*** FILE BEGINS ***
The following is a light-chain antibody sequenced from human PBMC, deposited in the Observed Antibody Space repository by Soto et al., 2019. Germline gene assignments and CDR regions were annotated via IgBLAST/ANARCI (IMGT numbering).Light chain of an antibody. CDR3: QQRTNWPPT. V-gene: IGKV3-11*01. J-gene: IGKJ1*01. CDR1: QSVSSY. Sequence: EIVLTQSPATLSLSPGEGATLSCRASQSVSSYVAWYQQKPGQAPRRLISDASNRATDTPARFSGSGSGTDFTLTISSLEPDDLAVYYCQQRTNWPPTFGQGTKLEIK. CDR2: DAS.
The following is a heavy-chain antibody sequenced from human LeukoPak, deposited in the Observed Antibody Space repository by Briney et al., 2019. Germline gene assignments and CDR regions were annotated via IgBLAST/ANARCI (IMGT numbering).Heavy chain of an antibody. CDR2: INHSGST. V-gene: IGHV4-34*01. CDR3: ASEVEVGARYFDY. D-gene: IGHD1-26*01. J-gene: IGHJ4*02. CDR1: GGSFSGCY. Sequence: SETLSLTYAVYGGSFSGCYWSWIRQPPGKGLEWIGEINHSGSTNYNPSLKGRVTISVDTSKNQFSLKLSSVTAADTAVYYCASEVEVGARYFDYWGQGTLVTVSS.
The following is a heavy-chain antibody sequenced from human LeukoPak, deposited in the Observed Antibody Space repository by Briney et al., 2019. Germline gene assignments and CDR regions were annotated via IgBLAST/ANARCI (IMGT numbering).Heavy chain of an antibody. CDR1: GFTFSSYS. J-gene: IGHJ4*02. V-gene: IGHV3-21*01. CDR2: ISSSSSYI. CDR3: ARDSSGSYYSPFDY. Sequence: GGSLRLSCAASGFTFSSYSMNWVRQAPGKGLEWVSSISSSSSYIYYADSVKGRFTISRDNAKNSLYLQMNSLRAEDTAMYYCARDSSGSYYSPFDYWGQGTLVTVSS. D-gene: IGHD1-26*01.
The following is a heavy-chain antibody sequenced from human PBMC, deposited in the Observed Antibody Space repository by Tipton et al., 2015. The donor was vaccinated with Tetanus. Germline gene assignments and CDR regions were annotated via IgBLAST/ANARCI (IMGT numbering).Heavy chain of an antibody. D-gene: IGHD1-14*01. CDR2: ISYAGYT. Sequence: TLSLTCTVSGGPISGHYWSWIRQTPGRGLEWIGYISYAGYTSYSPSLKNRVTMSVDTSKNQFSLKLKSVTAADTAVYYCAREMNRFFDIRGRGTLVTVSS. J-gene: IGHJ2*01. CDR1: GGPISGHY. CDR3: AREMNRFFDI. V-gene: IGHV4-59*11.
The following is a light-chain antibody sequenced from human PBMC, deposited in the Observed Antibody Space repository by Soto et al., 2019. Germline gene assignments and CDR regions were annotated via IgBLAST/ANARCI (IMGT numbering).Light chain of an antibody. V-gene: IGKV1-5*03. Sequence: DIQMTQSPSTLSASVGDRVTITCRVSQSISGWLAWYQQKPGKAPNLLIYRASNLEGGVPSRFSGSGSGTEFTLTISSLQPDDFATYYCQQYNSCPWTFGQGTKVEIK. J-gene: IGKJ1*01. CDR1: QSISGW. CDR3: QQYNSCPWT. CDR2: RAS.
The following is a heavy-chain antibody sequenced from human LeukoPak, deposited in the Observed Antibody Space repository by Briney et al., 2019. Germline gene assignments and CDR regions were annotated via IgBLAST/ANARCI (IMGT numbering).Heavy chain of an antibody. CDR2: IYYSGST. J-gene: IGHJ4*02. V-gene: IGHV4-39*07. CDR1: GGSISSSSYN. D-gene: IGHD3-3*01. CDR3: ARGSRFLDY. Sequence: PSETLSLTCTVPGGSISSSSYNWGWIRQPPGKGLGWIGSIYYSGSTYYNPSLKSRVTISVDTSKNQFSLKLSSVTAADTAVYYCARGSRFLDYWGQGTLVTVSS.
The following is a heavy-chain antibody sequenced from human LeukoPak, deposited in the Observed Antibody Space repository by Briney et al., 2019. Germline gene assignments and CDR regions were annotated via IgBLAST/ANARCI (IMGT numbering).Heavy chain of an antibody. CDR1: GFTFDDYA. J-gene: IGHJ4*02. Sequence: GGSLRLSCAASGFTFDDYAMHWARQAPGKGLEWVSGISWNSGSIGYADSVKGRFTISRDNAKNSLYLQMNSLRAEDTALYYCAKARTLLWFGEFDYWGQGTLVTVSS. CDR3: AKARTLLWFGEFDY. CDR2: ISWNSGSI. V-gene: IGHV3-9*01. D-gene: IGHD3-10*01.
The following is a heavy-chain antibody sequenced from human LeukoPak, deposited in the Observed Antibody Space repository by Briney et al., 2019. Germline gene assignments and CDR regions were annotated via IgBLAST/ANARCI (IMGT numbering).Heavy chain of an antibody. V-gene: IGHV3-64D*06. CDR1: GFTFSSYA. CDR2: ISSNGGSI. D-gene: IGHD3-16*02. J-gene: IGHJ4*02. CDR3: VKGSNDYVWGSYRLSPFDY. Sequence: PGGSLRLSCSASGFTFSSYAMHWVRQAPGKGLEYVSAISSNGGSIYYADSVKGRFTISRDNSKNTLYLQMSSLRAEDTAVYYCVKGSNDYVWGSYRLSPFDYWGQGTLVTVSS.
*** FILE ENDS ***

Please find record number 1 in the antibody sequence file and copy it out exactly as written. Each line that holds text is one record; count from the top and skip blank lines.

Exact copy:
The following is a light-chain antibody sequenced from human PBMC, deposited in the Observed Antibody Space repository by Soto et al., 2019. Germline gene assignments and CDR regions were annotated via IgBLAST/ANARCI (IMGT numbering).Light chain of an antibody. CDR3: QQRTNWPPT. V-gene: IGKV3-11*01. J-gene: IGKJ1*01. CDR1: QSVSSY. Sequence: EIVLTQSPATLSLSPGEGATLSCRASQSVSSYVAWYQQKPGQAPRRLISDASNRATDTPARFSGSGSGTDFTLTISSLEPDDLAVYYCQQRTNWPPTFGQGTKLEIK. CDR2: DAS.